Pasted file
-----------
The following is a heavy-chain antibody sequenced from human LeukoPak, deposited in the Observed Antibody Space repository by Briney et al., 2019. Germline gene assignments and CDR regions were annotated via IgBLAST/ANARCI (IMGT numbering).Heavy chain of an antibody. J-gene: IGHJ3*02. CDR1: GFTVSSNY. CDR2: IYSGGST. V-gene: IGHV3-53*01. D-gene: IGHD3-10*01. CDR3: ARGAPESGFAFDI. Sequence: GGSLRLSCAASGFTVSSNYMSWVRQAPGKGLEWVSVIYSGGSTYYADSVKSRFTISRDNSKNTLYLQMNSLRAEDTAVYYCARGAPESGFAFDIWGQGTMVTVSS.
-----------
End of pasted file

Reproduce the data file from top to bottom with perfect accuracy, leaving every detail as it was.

The following is a heavy-chain antibody sequenced from human LeukoPak, deposited in the Observed Antibody Space repository by Briney et al., 2019. Germline gene assignments and CDR regions were annotated via IgBLAST/ANARCI (IMGT numbering).Heavy chain of an antibody. J-gene: IGHJ3*02. CDR1: GFTVSSNY. CDR2: IYSGGST. V-gene: IGHV3-53*01. D-gene: IGHD3-10*01. CDR3: ARGAPESGFAFDI. Sequence: GGSLRLSCAASGFTVSSNYMSWVRQAPGKGLEWVSVIYSGGSTYYADSVKSRFTISRDNSKNTLYLQMNSLRAEDTAVYYCARGAPESGFAFDIWGQGTMVTVSS.